Prenatal exposure to phthalates raises risk of childhood asthma
A team of scientists from the Columbia Center for Children's Environmental Health at the Mailman School of Public Health at Columbia University released a new study linking prenatal exposure to phthalates to a heightened risk of childhood asthma. The paper, published in the journal Environmental Health Perspectives, adds to the growing list of potential health problems tied to exposure to these chemical compounds during pregnancy.
"Everyone from parents to policymakers is concerned by the steep rise in the number of children who develop asthma. Our goal is to try and uncover causes of this epidemic so we can better protect young children from this debilitating condition," Robin Whyatt, DrPH, first author of the study, said in a statement.
Developing babies are unprotected
Phthalates are virtually ubiquitous, found in items such as shower curtains, car dashboards, vinyl flooring, insect repellant and even plastic food containers. According to the U.S. National Library of Medicine, phthalates are also present in detergents and cosmetics. Previously, phthalates were found in children's toys, but after past research showed that exposure to phthalates could cause problems in the reproductive system, and that some of these compounds are actually carcinogenic, American toy manufacturers banned their use from production to protect children. However, less is known about whether phthalates can impact on the developing foetus.
The authors of the new study had previously shown that prenatal exposure to certain phthalates can raise the risk of eczema, while childhood exposure to bisphenol A may lead to asthma. To investigate whether prenatal exposure to phthalates can lead to childhood asthma, the researchers enrolled 300 pregnant women into their study. All subjects provided urine samples during their third trimester, as did the children they eventually gave birth to. The pediatric samples were collected when the subjects were 3, 5 and 7 years of age. The aim was to measure levels of metabolites associated with phthalates, and measure the prevalence of asthma among children ages 5 to 11 years.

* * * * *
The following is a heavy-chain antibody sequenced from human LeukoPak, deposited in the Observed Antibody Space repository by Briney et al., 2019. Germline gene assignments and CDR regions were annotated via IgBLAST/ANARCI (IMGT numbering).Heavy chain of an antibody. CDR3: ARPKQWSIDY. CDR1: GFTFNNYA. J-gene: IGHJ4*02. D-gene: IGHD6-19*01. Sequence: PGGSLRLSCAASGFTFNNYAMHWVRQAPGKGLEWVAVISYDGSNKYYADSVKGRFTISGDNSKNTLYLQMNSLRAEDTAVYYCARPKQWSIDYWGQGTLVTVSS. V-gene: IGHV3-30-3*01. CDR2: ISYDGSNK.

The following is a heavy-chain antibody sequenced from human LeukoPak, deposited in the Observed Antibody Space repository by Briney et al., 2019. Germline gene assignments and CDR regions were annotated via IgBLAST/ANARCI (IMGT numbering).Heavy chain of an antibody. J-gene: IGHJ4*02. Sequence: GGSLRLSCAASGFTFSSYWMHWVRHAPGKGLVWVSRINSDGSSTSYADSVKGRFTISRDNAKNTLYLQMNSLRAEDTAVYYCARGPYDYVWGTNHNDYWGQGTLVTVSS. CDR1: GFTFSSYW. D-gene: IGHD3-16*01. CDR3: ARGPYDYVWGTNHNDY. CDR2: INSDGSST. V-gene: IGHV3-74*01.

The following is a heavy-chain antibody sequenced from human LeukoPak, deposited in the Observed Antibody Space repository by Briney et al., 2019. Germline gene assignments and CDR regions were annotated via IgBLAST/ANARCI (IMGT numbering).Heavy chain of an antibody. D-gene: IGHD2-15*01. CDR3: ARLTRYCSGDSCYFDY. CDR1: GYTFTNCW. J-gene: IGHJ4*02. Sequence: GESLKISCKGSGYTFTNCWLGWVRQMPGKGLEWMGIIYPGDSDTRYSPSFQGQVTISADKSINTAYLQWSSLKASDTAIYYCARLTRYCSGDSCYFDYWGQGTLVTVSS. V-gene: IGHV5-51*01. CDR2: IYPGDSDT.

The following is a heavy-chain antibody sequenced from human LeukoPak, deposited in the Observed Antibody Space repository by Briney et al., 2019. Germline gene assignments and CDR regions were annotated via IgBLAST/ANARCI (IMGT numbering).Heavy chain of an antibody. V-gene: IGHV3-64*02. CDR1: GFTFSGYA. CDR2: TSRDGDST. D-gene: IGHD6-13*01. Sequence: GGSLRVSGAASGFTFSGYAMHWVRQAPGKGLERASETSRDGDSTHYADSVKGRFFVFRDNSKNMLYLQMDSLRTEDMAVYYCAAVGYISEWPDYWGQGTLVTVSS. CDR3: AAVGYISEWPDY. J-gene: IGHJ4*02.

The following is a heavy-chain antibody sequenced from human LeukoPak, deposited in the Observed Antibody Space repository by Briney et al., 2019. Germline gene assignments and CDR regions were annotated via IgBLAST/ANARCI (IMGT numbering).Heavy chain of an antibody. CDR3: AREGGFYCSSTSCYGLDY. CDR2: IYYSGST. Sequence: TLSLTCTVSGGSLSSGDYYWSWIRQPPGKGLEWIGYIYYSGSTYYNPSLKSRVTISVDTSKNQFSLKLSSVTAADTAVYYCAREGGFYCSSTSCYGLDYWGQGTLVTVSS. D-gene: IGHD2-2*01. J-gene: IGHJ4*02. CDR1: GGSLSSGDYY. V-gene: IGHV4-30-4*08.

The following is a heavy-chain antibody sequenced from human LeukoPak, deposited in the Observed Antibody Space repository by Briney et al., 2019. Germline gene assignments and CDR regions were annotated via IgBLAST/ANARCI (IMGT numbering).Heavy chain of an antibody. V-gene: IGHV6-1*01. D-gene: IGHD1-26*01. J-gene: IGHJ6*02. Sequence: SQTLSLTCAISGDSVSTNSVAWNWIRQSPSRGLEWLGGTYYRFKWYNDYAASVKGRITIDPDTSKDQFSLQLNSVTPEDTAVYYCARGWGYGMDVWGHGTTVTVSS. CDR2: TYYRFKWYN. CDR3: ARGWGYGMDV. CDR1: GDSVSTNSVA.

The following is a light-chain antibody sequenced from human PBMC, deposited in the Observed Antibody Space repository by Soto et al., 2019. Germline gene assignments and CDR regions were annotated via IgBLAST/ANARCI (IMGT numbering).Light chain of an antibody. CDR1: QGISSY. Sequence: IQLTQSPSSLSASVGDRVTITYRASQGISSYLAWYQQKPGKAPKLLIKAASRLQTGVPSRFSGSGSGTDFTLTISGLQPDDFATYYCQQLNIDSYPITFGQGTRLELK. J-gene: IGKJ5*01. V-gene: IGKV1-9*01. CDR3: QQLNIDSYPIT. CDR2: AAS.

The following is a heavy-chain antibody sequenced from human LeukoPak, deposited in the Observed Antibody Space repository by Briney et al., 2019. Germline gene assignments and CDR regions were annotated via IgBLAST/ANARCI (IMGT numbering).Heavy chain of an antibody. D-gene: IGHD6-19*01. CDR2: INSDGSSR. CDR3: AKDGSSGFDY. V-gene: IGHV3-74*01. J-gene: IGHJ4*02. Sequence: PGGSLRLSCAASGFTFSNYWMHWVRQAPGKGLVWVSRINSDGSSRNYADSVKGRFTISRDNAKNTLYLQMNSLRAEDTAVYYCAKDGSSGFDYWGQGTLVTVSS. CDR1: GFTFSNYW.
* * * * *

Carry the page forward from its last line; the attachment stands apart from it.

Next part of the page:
Results showed that the highest levels of exposure to butylbenzyl phthalate (BBzP) and di-n-butyl phthalate (DnBP) were linked to risk increases for childhood asthma of 72 percent and 78 percent, respectively. However, there were no such relationships found for di-2-ethylhexyl phthalate (DEHP) and diethyl phthalate (DEP).
Although the researchers linked prenatal exposure to phthalates to childhood asthma, they could not determine what products or activities were associated with the greatest level of exposure, or how these chemical compounds drove the development of the disease. They speculated that the mechanism of action is inflammation and oxidative stress.
What is the asthma burden in the U.S.?
The American Lung Association estimated that nearly 27 million people in the U.S., including 7 million children, are living with asthma. According to the organization, asthma is likely attributable to a combination of factors, including genetics, allergies and respiratory infections during early childhood. Although the characteristic asthma flares that make it difficult to breathe are treatable with medication, health experts emphasize the importance of avoiding the irritants that trigger such flares, including smoke, car exhaust, dust, fragrances, and workplace and household chemicals.
(Author: Christopher Boyd, Chem Service Inc October 2014)
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